BOLDUAN: It never looks good when a campaign manager is fired, and a lot of people have talked about a winning campaign, especially at this stage in the game, does not fire its campaign manager. Do you have any concerns with the fact this shake-up happened a month before the GOP convention?

SPICER: No, I think it shows the Trump campaign understands what is necessary to focus to get the mechanics and organization ready election. It's a much different playing than a primary. You have seen that. You just had Patti Solis Doyle talking about the shift they had in Hillary's campaign way back when.


BOLDUAN: That was in February of 2008, though.

SPICER: Fair enough. But at some point, at this point, we're 30 days out from the convention, this is a perfect time to pivot to the general election. The campaign recognized it need a new leadership structure and we had someone like Paul with his experience that was a perfect fit to lead the team going forward in the general. That's Mr. Trump's decision to make and I think he made one that's in the best interests of his campaign and his ability to win in November. But, look, I think you're seeing effort. We synced up really well. Tomorrow, we're launching a website that's going to focus on Hillary Clinton's lies. If anyone wants to see the first video, if they text Trump to 88022, they can get a partnership of that video.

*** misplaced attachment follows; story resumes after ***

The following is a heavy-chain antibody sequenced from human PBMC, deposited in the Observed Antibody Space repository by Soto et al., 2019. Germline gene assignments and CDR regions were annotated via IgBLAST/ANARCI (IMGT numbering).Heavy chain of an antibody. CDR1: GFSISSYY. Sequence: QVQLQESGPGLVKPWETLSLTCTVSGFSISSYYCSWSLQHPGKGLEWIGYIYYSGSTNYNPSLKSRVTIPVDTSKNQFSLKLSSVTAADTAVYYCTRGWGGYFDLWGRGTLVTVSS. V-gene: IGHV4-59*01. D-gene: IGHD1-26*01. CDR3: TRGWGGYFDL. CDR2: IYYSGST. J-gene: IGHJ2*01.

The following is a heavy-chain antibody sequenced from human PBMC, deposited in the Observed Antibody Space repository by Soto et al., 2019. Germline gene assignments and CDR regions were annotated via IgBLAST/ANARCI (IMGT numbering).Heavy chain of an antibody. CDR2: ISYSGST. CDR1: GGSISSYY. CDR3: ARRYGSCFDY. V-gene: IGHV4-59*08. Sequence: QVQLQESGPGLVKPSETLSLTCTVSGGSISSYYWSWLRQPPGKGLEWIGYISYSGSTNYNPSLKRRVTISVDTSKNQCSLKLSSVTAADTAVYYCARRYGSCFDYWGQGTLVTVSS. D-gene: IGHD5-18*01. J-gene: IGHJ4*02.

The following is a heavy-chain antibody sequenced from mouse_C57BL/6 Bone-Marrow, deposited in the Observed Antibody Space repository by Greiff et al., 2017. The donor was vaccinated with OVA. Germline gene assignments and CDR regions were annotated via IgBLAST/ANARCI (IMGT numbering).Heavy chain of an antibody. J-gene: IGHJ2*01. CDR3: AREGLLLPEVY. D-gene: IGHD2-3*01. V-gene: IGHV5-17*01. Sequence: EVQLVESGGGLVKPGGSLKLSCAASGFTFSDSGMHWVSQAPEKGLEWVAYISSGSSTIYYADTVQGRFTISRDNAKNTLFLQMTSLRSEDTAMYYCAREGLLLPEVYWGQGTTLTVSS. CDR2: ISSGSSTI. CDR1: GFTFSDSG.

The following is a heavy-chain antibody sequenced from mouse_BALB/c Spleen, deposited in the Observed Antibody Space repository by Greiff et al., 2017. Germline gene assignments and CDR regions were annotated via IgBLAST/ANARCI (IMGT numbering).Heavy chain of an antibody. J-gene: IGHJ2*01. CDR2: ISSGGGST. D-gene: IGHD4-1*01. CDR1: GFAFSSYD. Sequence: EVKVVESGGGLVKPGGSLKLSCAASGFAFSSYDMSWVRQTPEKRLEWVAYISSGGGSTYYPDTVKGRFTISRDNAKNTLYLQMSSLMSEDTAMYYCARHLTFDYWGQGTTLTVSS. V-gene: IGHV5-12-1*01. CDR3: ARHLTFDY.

I think you will see a combined Republican effort to go after Hillary Clinton to expose the lies she had going back not just in the recent scandals but the whole legacy of the Clintons going back to little rock about how they have a pattern of deceit and untrustworthiness.

BOLDUAN: Interesting time that Trump's making that speech tomorrow, Sean. And you're rolling out --


BERMAN: Exactly. We see the news right here, the rolling out this --


SPICER: How convenient.


BERMAN: Florida down eight in the Quinnipiac poll. I'm sure you have the same problem I do, which is you're addicted to the electoral map and all the games you can play.

BOLDUAN: I'm going to get you guys help.

BERMAN: Can you piece together an electoral victory for Donald Trump that doesn't include Florida?